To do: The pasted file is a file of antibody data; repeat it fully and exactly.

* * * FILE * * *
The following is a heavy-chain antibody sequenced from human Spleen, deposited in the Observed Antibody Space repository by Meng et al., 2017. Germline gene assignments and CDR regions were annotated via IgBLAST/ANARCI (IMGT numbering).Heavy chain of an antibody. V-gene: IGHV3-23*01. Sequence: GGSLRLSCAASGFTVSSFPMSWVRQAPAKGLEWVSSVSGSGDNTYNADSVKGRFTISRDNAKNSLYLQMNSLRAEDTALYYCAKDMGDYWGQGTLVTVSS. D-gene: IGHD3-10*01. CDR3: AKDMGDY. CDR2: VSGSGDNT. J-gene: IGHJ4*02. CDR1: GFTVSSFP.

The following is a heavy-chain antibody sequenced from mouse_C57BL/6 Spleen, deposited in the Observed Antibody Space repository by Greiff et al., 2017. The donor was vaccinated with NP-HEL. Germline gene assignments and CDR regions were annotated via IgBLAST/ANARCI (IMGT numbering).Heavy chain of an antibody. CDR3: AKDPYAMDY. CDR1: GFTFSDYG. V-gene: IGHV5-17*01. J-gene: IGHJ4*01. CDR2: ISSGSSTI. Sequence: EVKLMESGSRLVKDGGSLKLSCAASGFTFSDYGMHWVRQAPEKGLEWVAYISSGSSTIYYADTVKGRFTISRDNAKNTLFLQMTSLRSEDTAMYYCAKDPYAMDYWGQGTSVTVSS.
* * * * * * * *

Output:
The following is a heavy-chain antibody sequenced from human Spleen, deposited in the Observed Antibody Space repository by Meng et al., 2017. Germline gene assignments and CDR regions were annotated via IgBLAST/ANARCI (IMGT numbering).Heavy chain of an antibody. V-gene: IGHV3-23*01. Sequence: GGSLRLSCAASGFTVSSFPMSWVRQAPAKGLEWVSSVSGSGDNTYNADSVKGRFTISRDNAKNSLYLQMNSLRAEDTALYYCAKDMGDYWGQGTLVTVSS. D-gene: IGHD3-10*01. CDR3: AKDMGDY. CDR2: VSGSGDNT. J-gene: IGHJ4*02. CDR1: GFTVSSFP.

The following is a heavy-chain antibody sequenced from mouse_C57BL/6 Spleen, deposited in the Observed Antibody Space repository by Greiff et al., 2017. The donor was vaccinated with NP-HEL. Germline gene assignments and CDR regions were annotated via IgBLAST/ANARCI (IMGT numbering).Heavy chain of an antibody. CDR3: AKDPYAMDY. CDR1: GFTFSDYG. V-gene: IGHV5-17*01. J-gene: IGHJ4*01. CDR2: ISSGSSTI. Sequence: EVKLMESGSRLVKDGGSLKLSCAASGFTFSDYGMHWVRQAPEKGLEWVAYISSGSSTIYYADTVKGRFTISRDNAKNTLFLQMTSLRSEDTAMYYCAKDPYAMDYWGQGTSVTVSS.